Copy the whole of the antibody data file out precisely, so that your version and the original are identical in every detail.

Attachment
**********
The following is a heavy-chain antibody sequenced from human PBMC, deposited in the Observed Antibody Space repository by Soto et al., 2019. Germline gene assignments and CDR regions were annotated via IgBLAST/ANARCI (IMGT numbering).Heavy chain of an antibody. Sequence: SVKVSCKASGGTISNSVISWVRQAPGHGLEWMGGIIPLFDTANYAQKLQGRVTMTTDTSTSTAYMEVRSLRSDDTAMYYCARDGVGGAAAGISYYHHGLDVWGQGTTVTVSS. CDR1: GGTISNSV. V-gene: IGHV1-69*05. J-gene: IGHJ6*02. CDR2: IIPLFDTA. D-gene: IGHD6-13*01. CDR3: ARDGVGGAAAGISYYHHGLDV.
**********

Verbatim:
The following is a heavy-chain antibody sequenced from human PBMC, deposited in the Observed Antibody Space repository by Soto et al., 2019. Germline gene assignments and CDR regions were annotated via IgBLAST/ANARCI (IMGT numbering).Heavy chain of an antibody. Sequence: SVKVSCKASGGTISNSVISWVRQAPGHGLEWMGGIIPLFDTANYAQKLQGRVTMTTDTSTSTAYMEVRSLRSDDTAMYYCARDGVGGAAAGISYYHHGLDVWGQGTTVTVSS. CDR1: GGTISNSV. V-gene: IGHV1-69*05. J-gene: IGHJ6*02. CDR2: IIPLFDTA. D-gene: IGHD6-13*01. CDR3: ARDGVGGAAAGISYYHHGLDV.